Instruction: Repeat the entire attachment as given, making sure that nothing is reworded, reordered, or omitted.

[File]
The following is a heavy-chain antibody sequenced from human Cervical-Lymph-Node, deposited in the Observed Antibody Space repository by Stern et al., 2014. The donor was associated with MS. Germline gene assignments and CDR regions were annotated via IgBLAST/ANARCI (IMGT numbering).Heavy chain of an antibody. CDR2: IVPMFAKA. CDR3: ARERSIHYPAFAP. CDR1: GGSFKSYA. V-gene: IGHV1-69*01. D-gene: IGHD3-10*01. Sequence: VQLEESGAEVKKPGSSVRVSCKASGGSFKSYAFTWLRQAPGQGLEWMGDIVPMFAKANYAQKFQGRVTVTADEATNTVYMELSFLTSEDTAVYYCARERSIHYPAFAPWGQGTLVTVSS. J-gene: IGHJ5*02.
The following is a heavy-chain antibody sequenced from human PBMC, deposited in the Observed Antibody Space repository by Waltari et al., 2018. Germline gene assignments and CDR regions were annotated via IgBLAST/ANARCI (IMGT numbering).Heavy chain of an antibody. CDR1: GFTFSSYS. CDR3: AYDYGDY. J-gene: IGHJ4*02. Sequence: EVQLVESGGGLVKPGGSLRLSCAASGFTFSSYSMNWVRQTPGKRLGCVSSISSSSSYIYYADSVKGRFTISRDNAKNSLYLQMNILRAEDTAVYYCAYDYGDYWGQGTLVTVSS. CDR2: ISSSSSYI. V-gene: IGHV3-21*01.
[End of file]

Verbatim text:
The following is a heavy-chain antibody sequenced from human Cervical-Lymph-Node, deposited in the Observed Antibody Space repository by Stern et al., 2014. The donor was associated with MS. Germline gene assignments and CDR regions were annotated via IgBLAST/ANARCI (IMGT numbering).Heavy chain of an antibody. CDR2: IVPMFAKA. CDR3: ARERSIHYPAFAP. CDR1: GGSFKSYA. V-gene: IGHV1-69*01. D-gene: IGHD3-10*01. Sequence: VQLEESGAEVKKPGSSVRVSCKASGGSFKSYAFTWLRQAPGQGLEWMGDIVPMFAKANYAQKFQGRVTVTADEATNTVYMELSFLTSEDTAVYYCARERSIHYPAFAPWGQGTLVTVSS. J-gene: IGHJ5*02.
The following is a heavy-chain antibody sequenced from human PBMC, deposited in the Observed Antibody Space repository by Waltari et al., 2018. Germline gene assignments and CDR regions were annotated via IgBLAST/ANARCI (IMGT numbering).Heavy chain of an antibody. CDR1: GFTFSSYS. CDR3: AYDYGDY. J-gene: IGHJ4*02. Sequence: EVQLVESGGGLVKPGGSLRLSCAASGFTFSSYSMNWVRQTPGKRLGCVSSISSSSSYIYYADSVKGRFTISRDNAKNSLYLQMNILRAEDTAVYYCAYDYGDYWGQGTLVTVSS. CDR2: ISSSSSYI. V-gene: IGHV3-21*01.